We hear a lot about sustainable agriculture, but what exactly is it?
Over the next few weeks we are going to talk about some of the practices that CultivatR and our vendors do to make agriculture better. Better agriculture is good for everyone; the producer, the consumer and the environment.
The first topic we are going to discuss is Beef. We often hear how eating beef is bad for the environment. Like so many things these days, we are only hearing about part of the problem and part of the solution. It is not the consumption of meat that is hurting the environment. It is the production method. By changing the production method, animals can actually help our environment.
People often ask, why do we only sell grass fed beef? The answer is because it is the most sustainable and properly done, it has added health benefits and tastes amazing. Cattle are meant to graze and eat grass, not sit in a crowded pen and be fed grain. The reason cattle are fed in intensive feedlots is efficiency. It is the fastest way to get cattle into our food system. The arguments for feedlots are;
- That we need more food to feed the world; this is the way to keep prices low
- The faster we feed cattle the less emission they produce
The first argument was true in the 1950’s when feedlots were created to increase food supply for the baby boom of the 1950s. People also did not understand climate change back then. Because of education and technology, feedlots have become so efficient they are actually producing beef too fast. This is leading to an oversupply and lower prices for the feedlot operators and the ranchers who raise cattle. Secondly, beef is not what is being fed to hungry people around the world. The modern system is only good for the packing plants. We will remind you that there are only two companies that supply 95% of Canada’s beef.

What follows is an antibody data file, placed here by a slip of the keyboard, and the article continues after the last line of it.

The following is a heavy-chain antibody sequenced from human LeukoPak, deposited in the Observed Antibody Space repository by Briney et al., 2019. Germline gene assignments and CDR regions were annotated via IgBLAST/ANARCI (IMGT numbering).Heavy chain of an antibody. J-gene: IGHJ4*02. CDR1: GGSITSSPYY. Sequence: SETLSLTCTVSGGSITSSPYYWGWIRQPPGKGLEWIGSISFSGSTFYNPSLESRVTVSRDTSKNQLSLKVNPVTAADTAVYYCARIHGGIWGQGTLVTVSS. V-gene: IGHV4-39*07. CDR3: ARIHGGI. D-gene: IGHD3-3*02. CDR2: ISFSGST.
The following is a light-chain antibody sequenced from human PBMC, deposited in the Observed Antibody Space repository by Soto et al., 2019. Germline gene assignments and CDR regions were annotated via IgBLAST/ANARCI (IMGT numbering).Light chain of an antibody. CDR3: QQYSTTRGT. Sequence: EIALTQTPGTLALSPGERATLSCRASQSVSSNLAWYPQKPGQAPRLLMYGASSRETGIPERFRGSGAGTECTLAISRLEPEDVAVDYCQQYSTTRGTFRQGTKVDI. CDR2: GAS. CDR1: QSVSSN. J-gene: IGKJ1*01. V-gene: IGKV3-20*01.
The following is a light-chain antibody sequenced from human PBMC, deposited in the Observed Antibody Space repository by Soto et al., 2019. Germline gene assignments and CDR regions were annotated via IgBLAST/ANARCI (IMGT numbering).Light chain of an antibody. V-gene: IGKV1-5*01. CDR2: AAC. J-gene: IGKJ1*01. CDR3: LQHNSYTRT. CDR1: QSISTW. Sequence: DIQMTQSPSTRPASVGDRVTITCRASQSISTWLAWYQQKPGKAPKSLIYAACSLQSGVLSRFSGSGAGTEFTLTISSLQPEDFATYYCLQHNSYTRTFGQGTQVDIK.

As for the second argument, there is some truth. If something is done quicker it will produce less emissions. It makes sense for part of the operation . However, when you look at the total operation, growing/buying feed, transportation costs, animal waste management, it is not actually true.
That leads us to Grass Fed Beef. Properly raised grass fed cattle spend their whole life in pasture grazing on grasses. It does take cattle a longer time to finish on grasses, but it is easier on the animals stomach because they are meant to eat grass. The key to a well run grass fed beef operation is healthy grass. Just like your lawn at home, native grass will regenerate on their own. Ranchers work hard to ensure that the cattle are not just using the land, but helping it at the same time. Using rotational grazing, the cattle are moved from one area to the next in a sequence to keep the grass growing properly. Again if you think of your lawn, if you cut it too short it will die, if you leave it too long it dies too. Cattle work like lawn mowers ensuring that the grasses are healthy. In addition to this, the cattle also fertilize and aerate the grasses. These processes create healthy soil and biodiversification of microbes which can sequester large amounts of carbon Properly grazed pasture can act as a major carbon sink, offsetting emissions. Maybe Grass Fed beef might actually lead to net negative beef.
At CultivatR we do the work for you and we're very proud to work with Gemstone Grass Fed Beef and all of our producers that are trying to make agriculture better for you and the environment.